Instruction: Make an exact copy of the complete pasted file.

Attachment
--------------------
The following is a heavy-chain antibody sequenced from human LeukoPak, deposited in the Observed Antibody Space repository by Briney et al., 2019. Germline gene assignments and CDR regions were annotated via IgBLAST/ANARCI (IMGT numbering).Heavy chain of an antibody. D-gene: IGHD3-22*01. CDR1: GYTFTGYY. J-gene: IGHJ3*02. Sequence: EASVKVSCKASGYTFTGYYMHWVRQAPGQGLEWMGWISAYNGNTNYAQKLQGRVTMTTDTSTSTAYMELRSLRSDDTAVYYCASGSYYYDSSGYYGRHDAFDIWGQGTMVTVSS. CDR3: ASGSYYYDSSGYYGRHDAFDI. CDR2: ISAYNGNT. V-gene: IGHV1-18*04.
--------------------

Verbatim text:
The following is a heavy-chain antibody sequenced from human LeukoPak, deposited in the Observed Antibody Space repository by Briney et al., 2019. Germline gene assignments and CDR regions were annotated via IgBLAST/ANARCI (IMGT numbering).Heavy chain of an antibody. D-gene: IGHD3-22*01. CDR1: GYTFTGYY. J-gene: IGHJ3*02. Sequence: EASVKVSCKASGYTFTGYYMHWVRQAPGQGLEWMGWISAYNGNTNYAQKLQGRVTMTTDTSTSTAYMELRSLRSDDTAVYYCASGSYYYDSSGYYGRHDAFDIWGQGTMVTVSS. CDR3: ASGSYYYDSSGYYGRHDAFDI. CDR2: ISAYNGNT. V-gene: IGHV1-18*04.